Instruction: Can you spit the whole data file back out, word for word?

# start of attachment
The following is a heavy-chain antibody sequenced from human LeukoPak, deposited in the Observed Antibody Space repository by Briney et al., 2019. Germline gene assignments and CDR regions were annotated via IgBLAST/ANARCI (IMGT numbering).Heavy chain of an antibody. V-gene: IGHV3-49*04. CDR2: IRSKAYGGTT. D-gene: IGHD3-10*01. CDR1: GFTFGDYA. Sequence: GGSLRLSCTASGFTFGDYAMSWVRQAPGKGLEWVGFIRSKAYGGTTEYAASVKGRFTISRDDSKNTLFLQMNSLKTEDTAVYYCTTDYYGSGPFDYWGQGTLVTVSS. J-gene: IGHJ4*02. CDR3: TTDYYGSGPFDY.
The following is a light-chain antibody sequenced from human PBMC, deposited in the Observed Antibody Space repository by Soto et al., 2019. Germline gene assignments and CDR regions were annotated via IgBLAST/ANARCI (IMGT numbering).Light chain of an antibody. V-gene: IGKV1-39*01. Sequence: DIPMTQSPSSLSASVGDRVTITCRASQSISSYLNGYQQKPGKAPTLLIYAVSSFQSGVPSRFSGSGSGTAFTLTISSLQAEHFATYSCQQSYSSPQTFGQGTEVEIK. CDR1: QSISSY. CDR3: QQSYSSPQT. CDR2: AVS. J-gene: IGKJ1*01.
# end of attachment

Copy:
The following is a heavy-chain antibody sequenced from human LeukoPak, deposited in the Observed Antibody Space repository by Briney et al., 2019. Germline gene assignments and CDR regions were annotated via IgBLAST/ANARCI (IMGT numbering).Heavy chain of an antibody. V-gene: IGHV3-49*04. CDR2: IRSKAYGGTT. D-gene: IGHD3-10*01. CDR1: GFTFGDYA. Sequence: GGSLRLSCTASGFTFGDYAMSWVRQAPGKGLEWVGFIRSKAYGGTTEYAASVKGRFTISRDDSKNTLFLQMNSLKTEDTAVYYCTTDYYGSGPFDYWGQGTLVTVSS. J-gene: IGHJ4*02. CDR3: TTDYYGSGPFDY.
The following is a light-chain antibody sequenced from human PBMC, deposited in the Observed Antibody Space repository by Soto et al., 2019. Germline gene assignments and CDR regions were annotated via IgBLAST/ANARCI (IMGT numbering).Light chain of an antibody. V-gene: IGKV1-39*01. Sequence: DIPMTQSPSSLSASVGDRVTITCRASQSISSYLNGYQQKPGKAPTLLIYAVSSFQSGVPSRFSGSGSGTAFTLTISSLQAEHFATYSCQQSYSSPQTFGQGTEVEIK. CDR1: QSISSY. CDR3: QQSYSSPQT. CDR2: AVS. J-gene: IGKJ1*01.